I know there are geeks that read this blog and probably have their favorite fall/winter seasonals picked out, but there’s also non-beer geeks that read this. I know this because they give me a hard time on some of my geekier posts. So here’s a list of beers I watch out for.

Pumpkin Ales– Not the biggest fan of these, but I still find an enjoyable one occasionally. Homebrewed pumpkin beers tend to have better flavors then commercial ones. I prefer a full flavored amber or brown ale as a base. Some of the commercial ones use a lighter base to highlight the spices, but a good pumpkin beer needs a strong malt profile to work with the spices in my opinion.

Milk Stouts– Some Imperial Stouts, Chocolate Stouts, Oatmeal Stouts, and Coffee Stouts are available year around now so I don’t group them as winter beers anymore, even if there is a better selection in winter. Sweet stouts a.k.a. Milk Stouts generally tend to be restricted to winter though. My big addiction last year was Oatis from Ninkasi. Yes I’m aware it’s listed as an oatmeal stout, but it is still a fairly sweet, malty stout. Snow Plow also come to mind though as a good winter stout. I know Widhook haters will love I tossed that one out.

Winter Warmers– You can’t really peg this category solidly in my opinion. The only unifying characteristic seems to be higher alcohol. I like this style though because you find alot more experimenting with herbs, spices, and things like raisins in these beers. It can be hit and miss though since there is so much diversity.

Spruce Ales – Spruce tips seem to be more common in winter beers. I’m not sure why, but they are. Personally I like a well constructed spruce ale.

Bold and Beautiful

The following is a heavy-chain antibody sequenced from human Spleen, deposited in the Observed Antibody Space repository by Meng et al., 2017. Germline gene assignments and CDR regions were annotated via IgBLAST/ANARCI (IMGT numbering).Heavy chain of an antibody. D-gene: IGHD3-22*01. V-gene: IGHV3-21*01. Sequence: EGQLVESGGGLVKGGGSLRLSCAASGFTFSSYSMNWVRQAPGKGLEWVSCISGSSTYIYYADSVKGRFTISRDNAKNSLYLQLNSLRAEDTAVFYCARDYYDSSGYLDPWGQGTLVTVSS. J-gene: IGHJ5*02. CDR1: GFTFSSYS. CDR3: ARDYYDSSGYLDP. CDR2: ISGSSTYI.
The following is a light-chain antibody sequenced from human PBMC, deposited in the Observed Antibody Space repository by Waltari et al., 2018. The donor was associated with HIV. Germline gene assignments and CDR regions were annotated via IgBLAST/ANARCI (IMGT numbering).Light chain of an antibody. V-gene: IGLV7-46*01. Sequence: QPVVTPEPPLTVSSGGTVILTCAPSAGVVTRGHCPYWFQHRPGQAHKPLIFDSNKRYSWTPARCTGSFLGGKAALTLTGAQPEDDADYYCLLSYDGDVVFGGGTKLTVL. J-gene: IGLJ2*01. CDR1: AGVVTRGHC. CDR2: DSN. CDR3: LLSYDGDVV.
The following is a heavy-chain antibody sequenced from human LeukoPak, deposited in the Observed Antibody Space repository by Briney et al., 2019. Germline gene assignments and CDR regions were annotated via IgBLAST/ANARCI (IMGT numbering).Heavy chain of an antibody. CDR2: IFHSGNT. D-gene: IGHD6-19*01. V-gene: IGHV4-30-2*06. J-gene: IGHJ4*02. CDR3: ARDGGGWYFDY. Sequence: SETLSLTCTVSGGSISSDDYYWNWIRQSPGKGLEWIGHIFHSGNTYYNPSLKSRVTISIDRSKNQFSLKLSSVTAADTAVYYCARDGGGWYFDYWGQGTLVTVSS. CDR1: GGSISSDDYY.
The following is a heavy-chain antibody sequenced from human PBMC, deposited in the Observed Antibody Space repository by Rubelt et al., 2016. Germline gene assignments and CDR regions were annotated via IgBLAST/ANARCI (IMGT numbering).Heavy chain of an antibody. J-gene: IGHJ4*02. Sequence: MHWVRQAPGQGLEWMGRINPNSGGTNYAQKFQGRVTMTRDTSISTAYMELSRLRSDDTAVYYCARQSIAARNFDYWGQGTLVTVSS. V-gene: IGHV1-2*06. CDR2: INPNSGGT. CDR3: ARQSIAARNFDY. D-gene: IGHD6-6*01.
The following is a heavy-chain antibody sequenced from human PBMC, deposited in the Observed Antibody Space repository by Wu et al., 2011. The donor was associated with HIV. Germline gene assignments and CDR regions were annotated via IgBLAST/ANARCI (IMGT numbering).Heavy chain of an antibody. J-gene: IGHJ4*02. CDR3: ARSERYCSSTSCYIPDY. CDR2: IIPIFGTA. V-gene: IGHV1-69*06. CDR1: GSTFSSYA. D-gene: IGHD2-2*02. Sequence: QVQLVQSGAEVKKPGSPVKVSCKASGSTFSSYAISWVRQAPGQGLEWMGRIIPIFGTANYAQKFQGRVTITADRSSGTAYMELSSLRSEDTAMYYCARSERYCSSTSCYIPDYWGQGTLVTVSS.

Wednesday, August 26th, 2009

from theweeklybrew

Jeff posted a pseudo review of Lip Stinger today, and it got me thinking.

I’ve tried alot of good beers over the last few years, but what does it take for one of those good beers to become a beer I drink regularly? This question is doubly difficult since there are few beers that I turn to as regular beers. For example, when I first started drinking my mainstay was Blackwatch. It was my first stout, and at the time I found it amazingly unique and flavorful. Not that much later though I stopped drinking Blackwatch altogether. It found itself replaced with Several other stouts and porters, primarily the Black Butte and Obsidian from Deschutes. Next came Rogue. Rogue offered a diversity I hadn’t experienced, and their bottles are darn cool. Then came 1554, followed by Anchor Steam. By this time I was making enough homebrew that I’d gone almost totally to unique bombers and only bought six packs to replenish beer I gave away. This meant no regulars in the fridge as there was no room with all the homebrew in it.

Now though I’m temporarily out of homebrew (my saison still has a few months min for aging, and my roggenbier isn’t even done fermenting) and I’m finding that some of my old mainstays just aren’t cutting it. Instead I’m finding myself drawn to a few specific beers only available in bombers. Looking at these beers I’m buying now though I’ve noticed one thing. They are all beers that have something that makes them stand out, makes them memorable. Many are off style, but their flavor has something that causes me to buy it repeatedly. Take Bison’s ’07 Saison. The almost fruity tartness keeps drawing back to this beer, while Dupont (the standard for saisons it seems) remains a $10 a bottle oddity that performs average in my opinion. The other thing I’ve noticed is that the beer has to connect emotionally on some level. I know it sounds strange, but what I mean is there has to be something about the beer that appeals to whatever mood I’m in. I may like a beer one night while I’m at the bar having fun with friends on a Friday night, but all of the sudden it just doesn’t perform when I’m enjoying it over a nice quiet lunch on my own. Make sense?

Scary Thought

Thursday, August 20th, 2009

from theweeklybrew


I’m posting late today because I spent my whole morning preparing stuff for my summer harvest wine. 18 lbs of squash, 10 oranges, 4 lemons, 1 ginger root, some tid bits, and 15 lbs of sugar later I was finished. I also was using super glue to reatach some skin to my thumb. That was all over an hour ago though. More then enough time to blog right? Well I got distracted catching up on blog reading. In particular here’s what distracted me.